Table of Contents
Definition and Function of Trachea
The major airway leading from the throat to the lungs – extends about four and a half inches from the top of the throat to the center of the chest. The sternum (breastbone) in the front and the spine in the back protect the trachea for much of its length.
The front of the trachea arches more than the back, producing an oval rather than round tubular structure with a diameter (from side to side) of about an inch.
The Trachea terminates in two branches, the right main bronchus that goes to the right lung and the left main bronchus that goes to the left lung.
The trachea is made of smooth muscle tissue along the back wall with 16 to 20 C-shaped bands of cartilage running along its length. The cartilage rings give the trachea stability and resistance against the pressure of air flow into and out of the lungs. Thousands of hairlike structures called cilia line the inner layer of the trachea, the tracheal epithelium. The cilia move in wavelike patterns to push secretions and foreign matter, such as dust and particles, out of the airways.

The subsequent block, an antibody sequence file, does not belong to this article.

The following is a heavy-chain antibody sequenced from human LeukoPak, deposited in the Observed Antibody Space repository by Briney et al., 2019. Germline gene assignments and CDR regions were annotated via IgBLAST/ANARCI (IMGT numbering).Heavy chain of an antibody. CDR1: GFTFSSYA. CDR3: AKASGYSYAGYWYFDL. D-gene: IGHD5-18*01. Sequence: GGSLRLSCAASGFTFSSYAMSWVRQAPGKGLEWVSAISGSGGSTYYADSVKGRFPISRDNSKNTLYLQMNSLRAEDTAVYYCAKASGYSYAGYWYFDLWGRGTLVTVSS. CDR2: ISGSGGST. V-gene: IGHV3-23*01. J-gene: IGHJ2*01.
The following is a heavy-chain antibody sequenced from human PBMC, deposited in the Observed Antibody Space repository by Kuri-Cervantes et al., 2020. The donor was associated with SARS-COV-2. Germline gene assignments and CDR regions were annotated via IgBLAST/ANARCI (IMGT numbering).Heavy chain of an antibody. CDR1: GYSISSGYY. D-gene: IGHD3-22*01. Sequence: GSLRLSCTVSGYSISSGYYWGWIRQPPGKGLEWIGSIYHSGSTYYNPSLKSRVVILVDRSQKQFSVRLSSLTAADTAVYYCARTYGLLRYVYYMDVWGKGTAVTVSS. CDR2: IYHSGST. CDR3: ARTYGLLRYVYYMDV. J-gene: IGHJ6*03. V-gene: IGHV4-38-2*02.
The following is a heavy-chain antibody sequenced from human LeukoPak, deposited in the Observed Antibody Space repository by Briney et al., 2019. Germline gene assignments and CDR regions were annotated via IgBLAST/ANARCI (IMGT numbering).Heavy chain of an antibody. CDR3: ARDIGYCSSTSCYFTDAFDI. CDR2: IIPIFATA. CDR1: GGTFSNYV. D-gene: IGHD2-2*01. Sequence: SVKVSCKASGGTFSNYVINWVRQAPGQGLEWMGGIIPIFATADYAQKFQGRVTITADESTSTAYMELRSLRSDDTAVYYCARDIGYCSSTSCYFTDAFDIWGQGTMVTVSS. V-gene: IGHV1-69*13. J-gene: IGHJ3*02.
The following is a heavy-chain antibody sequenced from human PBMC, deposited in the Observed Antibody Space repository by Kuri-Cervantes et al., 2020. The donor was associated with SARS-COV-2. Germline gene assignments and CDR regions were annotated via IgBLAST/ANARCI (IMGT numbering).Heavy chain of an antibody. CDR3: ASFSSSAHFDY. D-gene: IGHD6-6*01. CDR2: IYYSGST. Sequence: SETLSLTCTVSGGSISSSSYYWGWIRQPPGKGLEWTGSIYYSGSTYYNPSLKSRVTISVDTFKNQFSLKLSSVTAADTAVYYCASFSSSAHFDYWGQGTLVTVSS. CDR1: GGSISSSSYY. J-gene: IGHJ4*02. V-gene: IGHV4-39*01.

The epithelial cells secrete mucus, which keeps the inner trachea moist. The mucus helps humidify the air as it flows into the lungs, and lubricates the air’s passage. The mucus also traps foreign material so the cilia can sweep it from the airways. Coughing expels air rapidly and forcefully from the lungs, pushing sputum (pulmonary mucus and the debris it contains) into the throat for removal from the body.
For further discussion of the trachea within the context of pulmonary structure and function please see the overview section “The Pulmonary System.”
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